Neighborhood Small Grants Program Names 15 Recipients

Communications Director

Eric Vreeland
evreeland@knoxvilletn.gov
(865) 215-3480

400 Main St., Room 654A
Knoxville, TN 37902

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Neighborhood Small Grants Program Names 15 Recipients

Posted: 05/12/2016
City Council on Tuesday approved a resolution awarding 15 neighborhood organizations a total of $34,525 as part of the Neighborhood Small Grants Program.

The program is designed to strengthen neighborhoods in the City of Knoxville by supporting a wide range of community-based initiatives through grants and technical assistance.

“We focus on resident-controlled, resident-led neighborhood groups such as neighborhood watch groups, neighborhood associations, tenant associations, and homeowners associations to encourage citizens to engage with one another,” said David Massey, who heads the City’s Office of Neighborhoods.

Funds received from the Neighborhood Small Grants Program must be matched on a dollar-for-dollar basis with the value of donated goods and services, the value of volunteer labor, and money pledged from other sources. At least one-third of the match must be in the form of volunteer labor provided by residents of the neighborhood.

Ten of the 15 awards will be made to the East Tennessee Community Design Center, which under contract with the City acts as fiscal sponsor for neighborhood grant recipients that are not tax-exempt. 

The 15 projects and neighborhoods selected are:

East Tennessee Community Design Center — $2,950 to support Adair Gardens Residents Association’s Gateways to Adair project, including outreach efforts in the neighborhood, construction and installation of neighborhood entrance signs, and landscaping.

East Tennessee Community Design Center — $1,970 to support Carriage Lane Condominium Association’s preparations for its 50th Anniversary Celebration of the development’s creation as the first condo community in the state, removal of an aging and unsightly entrance sign, and construction of a new sign.   

East Tennessee Community Design Center — $600 to support Fountaincrest Neighborhood Association’s “Get the Word Out – We’re Organizing” project, including a newsletter, meeting reminder signs, meeting supplies and potluck supplies.

East Tennessee Community Design Center — $2,100 to support various youth programs in which Green Hills Residents Association is a participant, including the Leadership Knoxville Scholars Program and an annual youth conference. 

East Tennessee Community Design Center — $3,100 to support Historic Holston Hills Community Club’s project to enhance the accessibility and usefulness of Holston Hills Community Park.

East Tennessee Community Design Center — $3,100 for the Inskip Community Association to cover a portion of the expenses related to the construction and maintenance of a community garden as part of its collaborative “Nurturing Gardens to Nurture Families” initiative.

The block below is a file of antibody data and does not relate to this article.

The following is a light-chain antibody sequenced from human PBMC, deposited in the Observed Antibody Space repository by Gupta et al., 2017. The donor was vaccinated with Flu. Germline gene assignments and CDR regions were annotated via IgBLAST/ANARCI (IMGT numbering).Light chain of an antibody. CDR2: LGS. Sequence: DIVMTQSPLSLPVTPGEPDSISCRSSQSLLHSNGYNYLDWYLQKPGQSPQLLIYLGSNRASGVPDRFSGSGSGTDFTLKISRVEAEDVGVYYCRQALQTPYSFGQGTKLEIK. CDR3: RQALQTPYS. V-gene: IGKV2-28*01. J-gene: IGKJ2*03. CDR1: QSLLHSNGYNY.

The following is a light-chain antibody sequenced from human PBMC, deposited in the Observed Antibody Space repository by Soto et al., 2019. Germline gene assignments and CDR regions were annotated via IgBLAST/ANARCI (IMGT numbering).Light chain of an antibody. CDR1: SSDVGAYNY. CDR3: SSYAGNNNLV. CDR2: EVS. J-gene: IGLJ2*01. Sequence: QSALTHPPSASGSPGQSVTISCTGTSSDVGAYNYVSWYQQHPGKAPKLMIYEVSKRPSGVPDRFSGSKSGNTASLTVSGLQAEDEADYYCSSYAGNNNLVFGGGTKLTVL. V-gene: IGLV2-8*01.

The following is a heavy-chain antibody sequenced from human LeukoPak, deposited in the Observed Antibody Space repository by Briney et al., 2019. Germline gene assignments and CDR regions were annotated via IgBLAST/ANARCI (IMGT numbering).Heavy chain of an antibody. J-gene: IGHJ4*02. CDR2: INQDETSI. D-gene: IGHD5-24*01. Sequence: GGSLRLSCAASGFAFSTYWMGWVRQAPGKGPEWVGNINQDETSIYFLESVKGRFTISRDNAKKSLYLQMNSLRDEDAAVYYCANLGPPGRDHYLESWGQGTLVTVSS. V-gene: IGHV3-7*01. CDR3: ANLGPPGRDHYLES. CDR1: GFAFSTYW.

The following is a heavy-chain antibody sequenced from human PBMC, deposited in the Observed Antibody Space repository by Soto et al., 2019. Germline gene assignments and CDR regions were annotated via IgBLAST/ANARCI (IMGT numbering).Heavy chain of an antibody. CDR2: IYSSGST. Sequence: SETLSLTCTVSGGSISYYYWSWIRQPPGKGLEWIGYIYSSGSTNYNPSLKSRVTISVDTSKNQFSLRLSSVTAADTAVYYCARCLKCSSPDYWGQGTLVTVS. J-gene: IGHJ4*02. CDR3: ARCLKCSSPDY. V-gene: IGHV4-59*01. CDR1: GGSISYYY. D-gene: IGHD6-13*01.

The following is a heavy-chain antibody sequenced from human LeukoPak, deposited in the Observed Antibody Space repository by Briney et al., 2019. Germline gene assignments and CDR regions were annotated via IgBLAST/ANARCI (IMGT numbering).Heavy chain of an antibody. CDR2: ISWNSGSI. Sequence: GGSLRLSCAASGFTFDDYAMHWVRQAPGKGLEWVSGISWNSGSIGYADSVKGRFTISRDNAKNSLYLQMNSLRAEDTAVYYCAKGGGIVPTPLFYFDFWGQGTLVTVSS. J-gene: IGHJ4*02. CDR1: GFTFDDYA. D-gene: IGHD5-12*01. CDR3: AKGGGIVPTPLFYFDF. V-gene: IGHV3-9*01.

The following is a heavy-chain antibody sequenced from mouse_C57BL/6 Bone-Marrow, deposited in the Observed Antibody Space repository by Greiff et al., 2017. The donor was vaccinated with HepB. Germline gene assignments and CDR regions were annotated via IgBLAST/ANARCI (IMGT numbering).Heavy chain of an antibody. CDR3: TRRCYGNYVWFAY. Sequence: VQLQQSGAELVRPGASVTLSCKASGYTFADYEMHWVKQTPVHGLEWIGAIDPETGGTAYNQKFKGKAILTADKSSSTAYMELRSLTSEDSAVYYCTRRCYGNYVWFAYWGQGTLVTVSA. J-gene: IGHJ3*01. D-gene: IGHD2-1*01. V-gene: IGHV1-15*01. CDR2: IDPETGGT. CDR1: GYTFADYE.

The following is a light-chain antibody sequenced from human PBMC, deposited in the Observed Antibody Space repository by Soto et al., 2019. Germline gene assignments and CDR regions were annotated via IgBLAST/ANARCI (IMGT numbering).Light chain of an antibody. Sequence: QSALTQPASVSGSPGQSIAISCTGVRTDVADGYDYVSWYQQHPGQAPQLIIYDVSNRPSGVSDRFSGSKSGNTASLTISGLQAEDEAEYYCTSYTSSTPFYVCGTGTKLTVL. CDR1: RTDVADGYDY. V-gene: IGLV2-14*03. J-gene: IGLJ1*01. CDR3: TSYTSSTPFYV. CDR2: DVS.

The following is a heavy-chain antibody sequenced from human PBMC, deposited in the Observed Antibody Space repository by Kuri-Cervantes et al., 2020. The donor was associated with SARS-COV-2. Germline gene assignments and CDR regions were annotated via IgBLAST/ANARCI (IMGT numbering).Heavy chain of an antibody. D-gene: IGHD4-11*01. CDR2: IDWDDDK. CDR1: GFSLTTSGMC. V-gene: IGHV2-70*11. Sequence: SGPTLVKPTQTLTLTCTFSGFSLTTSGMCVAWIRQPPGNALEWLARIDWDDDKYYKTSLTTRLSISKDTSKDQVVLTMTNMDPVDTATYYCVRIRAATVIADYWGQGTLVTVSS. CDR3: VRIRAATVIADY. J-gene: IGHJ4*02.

East Tennessee Community Design Center — $3,100 for Island Home Park Neighborhood Association’s branding and beautification of entrances to the neighborhood. 

East Tennessee Community Design Center — $3,100 to cover a portion of the costs for Lindbergh Forest Neighborhood Association’s placemaking project, including expansion of the volunteer base, installation of neighborhood signs, landscaping, clean-ups, and a neighborhood breakfast and walking tour.

East Tennessee Community Design Center — $600 for Our Community Organization’s plan for a community cook-out, a community forum, and increased attendance at neighborhood meetings in the area of Paul Hogue Park.

East Tennessee Community Design Center — $3,100 for Timbercrest Neighborhood Association’s community and communication initiatives, including the printing of fliers and newsletters, announcement signs, website hosting, folding tables, inflatable movie screen, resurfacing of a basketball court, and various supplies for community events.

Morningside Heights Homeowners Association — $955 for office equipment that will enhance production of neighborhood newsletters and for the refurbishment of the gazebo at Odd Fellows Cemetery.

Oakwood Lincoln Park Neighborhood Association — $1,850 to create and promote a 2.29-mile sidewalk loop trail that showcases 200 differently styled homes, encourages walking and healthy living, and brings neighbors together, and increase neighborhood watch activity.

Old North Knoxville, Inc. — $3,000 to cover a portion of the cost for its “Marking Our Streets and Our History” project with new street signs that include both the street name and the neighborhood name, along with landscaping around each sign.  

Parkridge Community Organization — $2,000 for a PCO beautification project to plant thousands of daffodil bulbs in the grassy strips between the street and sidewalk throughout the neighborhood.

RiverHill Gateway Neighborhood Association — $3,000 for the purchase and installation of a neighborhood sign, installation of picnic tables at a community gathering spot, and a Grand Opening Celebration.